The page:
About seven years ago, our lives intersected for about two years at the University of Iowa, where Christopher, along with two or three other poets suddenly arrived, in that middle state in the United States, with not just English accents, but a whole body of literatures and languages behind them. Christopher was not just in the poetry workshop, but was doing a lot of translations from German and Dutch, writing his own poetry, was a kind of formidable character with these obscure languages, at least obscure to me at the time. He has since come on, after doing his PhD to Carleton where he is an Assistant Professor of English, his third book of poems, Stills is being published in the next few weeks by Chatto and Windus, and should be looked for at your bookstores. He's asked for it to come but it hasn't arrived yet. So without any further [inaudible], Christopher Levenson. [Sort out microphone]


Christopher Levenson


Good Evening. Trying to decide what I'm going to read this evening, presents the same sort of problems that it always does, when one's being asked to divide oneself up into certain sections, decide which poems you like best, and you know, you love them all, and don't want to make any choices. And to find some headings, some pigeon holes. Well, I'm not very good at this, but I'll start off with a few poems about United States, about Canada, starting off with places, and then move on to some slightly more personal ones, before the interval. Alright, the first poem I want to read is called "Modus Vivendi", which, it sounds a bit affected, having a foreign language titles, but I felt this said a little bit more than simply 'way of life' because ‘modus vivendi’ implies something very transitory, and that was one of the aspects of my first impressions at least of American life, that struck me very forcibly, this really came out of my very first day in the States, traveling from New York to Chicago by train.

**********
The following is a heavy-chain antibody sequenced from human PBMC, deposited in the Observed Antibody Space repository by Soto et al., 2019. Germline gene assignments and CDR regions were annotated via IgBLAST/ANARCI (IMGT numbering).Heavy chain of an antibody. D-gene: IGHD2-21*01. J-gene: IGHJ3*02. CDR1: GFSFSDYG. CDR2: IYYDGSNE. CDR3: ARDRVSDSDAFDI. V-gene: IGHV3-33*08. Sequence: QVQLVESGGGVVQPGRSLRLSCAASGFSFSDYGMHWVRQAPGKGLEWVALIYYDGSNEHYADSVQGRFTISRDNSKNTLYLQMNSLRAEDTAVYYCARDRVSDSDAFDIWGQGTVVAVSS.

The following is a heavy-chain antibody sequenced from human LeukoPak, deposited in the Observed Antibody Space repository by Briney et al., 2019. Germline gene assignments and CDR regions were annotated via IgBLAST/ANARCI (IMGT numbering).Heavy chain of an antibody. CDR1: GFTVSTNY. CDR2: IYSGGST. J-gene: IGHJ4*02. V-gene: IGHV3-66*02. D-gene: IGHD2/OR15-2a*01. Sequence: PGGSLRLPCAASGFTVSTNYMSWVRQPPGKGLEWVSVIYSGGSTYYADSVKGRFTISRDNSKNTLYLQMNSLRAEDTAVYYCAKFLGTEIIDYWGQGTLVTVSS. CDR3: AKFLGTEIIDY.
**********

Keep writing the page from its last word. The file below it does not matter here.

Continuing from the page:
Reads "Modus Vivendi".


Christopher Levenson


Then, a poem that will be in stills called "Metropolis". Well I think this is self-explanatory, and in fact one of reasons why I like reading aloud, is because a fair number of my poems are self-explanatory and don't have to say too much about them. So I won't. "Metropolis".




Reads "Metropolis".


Christopher Levenson


That, I suppose, really brands me as- emotionally speaking, as a European, because it's different here in Montreal, I've not been to Quebec yet, it's different in one or two places, but on the whole, you know, I find myself looking in vain for this sense of a center. Now a poem that I wrote not too long ago in Ottawa. Called "Office", it's a shorter one. Sort this out a bit. Last time I gave a reading, somebody knocked water all over it. Here we go.




Reads "Office".


Christopher Levenson


And then one which is my main claim so far, I suppose, to writing a Canadian poem, "Horse Sleigh", certainly it's not one that I could have written any where else. One of the kids is at nursery school and they take them out each winter on a horse sleigh ride, and I went along. So of course it's not really about a horse sleigh.  One word- half way through, the word 'revenence' these are ghosts that come back to their own- literally, their old haunts. And can't seem to keep away from the place. "Horse Sleigh".